Monday, February 9, 2015

Q & A With Seret Scott, Director of The Whipping Man

If the world of theatre is still a boys club, primarily when it comes to directing, someone forgot to tell Seret Scott.

She is an accomplished, Drama Desk Award-winning actress and Helen Hayes Award-nominated director, as well as a vocal supporter of African American advancement in the arts.  Now, she’s at the helm of the latest George Street production, tackling the tough issues of both race and religion in the searing all-male drama, The Whipping Man.

Q:  What initially attracted you to directing this show and why is it important to you?
A:  I'm a history buff. I love reading about historical events and individuals.  The story of black Jews and slavery has not been explored in theatre.  It's rich.

Q:  How has your acting experience affected the way you direct?
A:  I'm often told I direct from an actor's head (whatever that means).  I still have an actor's perspective and I love character work; rehearsal is my favorite time. 

Q:  How has being a female director of an all-male cast affected the rehearsal process?
A:  For some reason, most of the shows I've directed over the years have heavily male characters.  I'm very comfortable working with strong men actors -- they inspire me. If news reports are any indication, male actors don't have as much trouble with women directors, it seems, as men in the outside world have with women supervisors.

Q:  What is an average rehearsal day like for you and the actors/creative team?
A:  Rehearsal days are concentrated and intense.  Often, personal information is revealed in the course of developing characters.  It's understood that all statements are confidential.

Q:  What has been your biggest challenge with this piece thus far?
A:  The play has several very physical movement areas; we've had to spend a fair amount of time on those sections.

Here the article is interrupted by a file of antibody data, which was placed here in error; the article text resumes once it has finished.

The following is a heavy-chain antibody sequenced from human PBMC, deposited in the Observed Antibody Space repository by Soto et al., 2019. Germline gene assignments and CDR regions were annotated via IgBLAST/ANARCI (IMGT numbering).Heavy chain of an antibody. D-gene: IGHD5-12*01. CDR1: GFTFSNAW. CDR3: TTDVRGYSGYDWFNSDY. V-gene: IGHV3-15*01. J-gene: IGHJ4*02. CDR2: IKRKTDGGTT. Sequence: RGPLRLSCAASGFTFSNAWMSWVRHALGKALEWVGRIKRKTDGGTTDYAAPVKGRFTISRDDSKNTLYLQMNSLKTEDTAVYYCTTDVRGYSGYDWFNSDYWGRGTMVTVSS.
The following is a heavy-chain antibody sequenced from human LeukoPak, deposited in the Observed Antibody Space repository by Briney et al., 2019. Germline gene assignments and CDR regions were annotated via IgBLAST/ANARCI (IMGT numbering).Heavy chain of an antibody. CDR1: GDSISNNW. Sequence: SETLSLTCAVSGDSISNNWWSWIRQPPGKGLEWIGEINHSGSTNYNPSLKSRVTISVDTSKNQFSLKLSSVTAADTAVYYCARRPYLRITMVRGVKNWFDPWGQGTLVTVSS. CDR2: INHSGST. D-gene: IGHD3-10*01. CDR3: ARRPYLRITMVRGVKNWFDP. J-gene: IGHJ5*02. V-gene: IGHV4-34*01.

Q:  What other creative works (literature, theater, film, etc.) inspire you?
A:  I enjoy watching documentaries on just about any subject.  People have so many interests and concerns that you may never have thought about.  I learn so much.

Q:  What overall feeling or message do you hope to impart to the audience?
Luke Forbes, Ron Canada, and Adam Gerber, photo by T. Charles Erickson
A:  I hope the audience will want more information about all aspects of the Civil War and perhaps recognize how much all wars have in common.

Q:  In an interview, Lopez, who is neither black nor Jewish, commented, “I don’t know if you have to be in a certain group to tell a story…”  However, GSP Artistic Director David Saint felt it was essential to have an African American direct this piece. Do you feel as though being African American has influenced your direction or given you a deeper understanding to this play?
A:  There have been few stories about the Civil War told from an African-American perspective, and even fewer Civil War stories told from an African-American woman's perspective.  David's decision to use an African-American woman, I think, gives the work another dimension.

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